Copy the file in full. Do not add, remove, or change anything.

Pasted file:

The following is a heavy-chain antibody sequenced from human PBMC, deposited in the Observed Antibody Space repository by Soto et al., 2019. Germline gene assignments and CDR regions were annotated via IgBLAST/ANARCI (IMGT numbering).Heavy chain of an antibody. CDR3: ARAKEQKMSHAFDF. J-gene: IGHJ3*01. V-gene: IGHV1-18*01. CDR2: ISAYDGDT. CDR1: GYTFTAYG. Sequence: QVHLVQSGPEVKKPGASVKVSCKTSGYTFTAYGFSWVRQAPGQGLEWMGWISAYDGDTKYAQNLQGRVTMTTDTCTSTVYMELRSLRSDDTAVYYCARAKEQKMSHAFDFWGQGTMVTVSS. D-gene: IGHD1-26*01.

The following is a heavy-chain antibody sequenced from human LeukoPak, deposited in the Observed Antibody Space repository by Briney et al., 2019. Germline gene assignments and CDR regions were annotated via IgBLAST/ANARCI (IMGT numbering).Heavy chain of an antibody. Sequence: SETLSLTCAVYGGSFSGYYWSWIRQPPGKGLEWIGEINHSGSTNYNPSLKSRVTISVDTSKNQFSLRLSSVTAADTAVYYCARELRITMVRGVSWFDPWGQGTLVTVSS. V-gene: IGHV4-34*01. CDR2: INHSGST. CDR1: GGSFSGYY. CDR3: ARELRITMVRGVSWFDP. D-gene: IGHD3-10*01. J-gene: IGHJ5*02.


The following is a heavy-chain antibody sequenced from human PBMC, deposited in the Observed Antibody Space repository by Soto et al., 2019. Germline gene assignments and CDR regions were annotated via IgBLAST/ANARCI (IMGT numbering).Heavy chain of an antibody. CDR3: ARAKEQKMSHAFDF. J-gene: IGHJ3*01. V-gene: IGHV1-18*01. CDR2: ISAYDGDT. CDR1: GYTFTAYG. Sequence: QVHLVQSGPEVKKPGASVKVSCKTSGYTFTAYGFSWVRQAPGQGLEWMGWISAYDGDTKYAQNLQGRVTMTTDTCTSTVYMELRSLRSDDTAVYYCARAKEQKMSHAFDFWGQGTMVTVSS. D-gene: IGHD1-26*01.

The following is a heavy-chain antibody sequenced from human LeukoPak, deposited in the Observed Antibody Space repository by Briney et al., 2019. Germline gene assignments and CDR regions were annotated via IgBLAST/ANARCI (IMGT numbering).Heavy chain of an antibody. Sequence: SETLSLTCAVYGGSFSGYYWSWIRQPPGKGLEWIGEINHSGSTNYNPSLKSRVTISVDTSKNQFSLRLSSVTAADTAVYYCARELRITMVRGVSWFDPWGQGTLVTVSS. V-gene: IGHV4-34*01. CDR2: INHSGST. CDR1: GGSFSGYY. CDR3: ARELRITMVRGVSWFDP. D-gene: IGHD3-10*01. J-gene: IGHJ5*02.